Question by : can you properly explain a problem concerning ratios and such?
Is an article on why MPG should be changed to gallons per miles driven.
Not a bad idea, although everyone who totes it around as gallons per mile completely ruins any perceived benefit (my car gets .034 gallons per mile!)
anyway, my problem. The article points out how the majority of people believe that going from 34 MPG to 50 MPG saves more fuel than 18 MPG to 28 MPG, when this is in fact not the case.
driving 10 or 100 miles will show you that you save twice as many gallons switching from 18 to 28.
Numerically I get it and can see it, but not conceptually. So if in some more abstract way, can you explain WHY?
I am positive it has something to do with the fact that 34 and 50 are larger numbers therefore the larger difference (16>10) is of less importance. But that doesn’t explain it all really. What am I missing?
10 mpg over 10,000 miles- 1000 gal.
50 mpg over 10,000 miles- 200 gal
so its not that the fuel effieciecy is different, numerically its all even ofcourse. But why with the lower numbers, is the savings larger? it has something to do with ratios right>>>???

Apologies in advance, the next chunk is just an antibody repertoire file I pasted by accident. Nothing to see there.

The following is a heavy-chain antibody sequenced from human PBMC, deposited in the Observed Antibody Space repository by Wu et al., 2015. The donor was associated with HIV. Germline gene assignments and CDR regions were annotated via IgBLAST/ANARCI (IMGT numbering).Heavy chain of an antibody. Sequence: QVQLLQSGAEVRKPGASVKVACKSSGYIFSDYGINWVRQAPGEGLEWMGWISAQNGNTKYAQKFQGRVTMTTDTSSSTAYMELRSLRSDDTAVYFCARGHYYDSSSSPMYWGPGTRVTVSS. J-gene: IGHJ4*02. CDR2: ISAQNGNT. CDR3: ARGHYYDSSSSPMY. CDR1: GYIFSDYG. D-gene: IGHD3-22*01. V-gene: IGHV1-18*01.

Answer by Andy
I suspect that you are missing the significance that the savings is in gallons, not miles. So consider gallons rather than miles per gallon.
Driver A drives, say, 12000 miles per year and gets 18 miles a gallon. 12000/18 = 666.66 gallons.
He buys a car that gets 28 miles per gallon, driving the same mileage. 12000/28 = 428.57 gallons
Gallons saved = 238.09
Driver B drives 12000 miles per year and gets 34 miles per gallon. 12000/34 = 352.94 gallons.
She buys a car that get 50 miles per gallon, driving the same mileage. 12000/50 = 240 gallons.
Gallons saved = 112.94
The function y = x is linear, but the function y = 1/x is non-linear. Gallons/mile is linear in gallons, but miles/gallon is non-linear in gallons.
Powered by Yahoo! Answers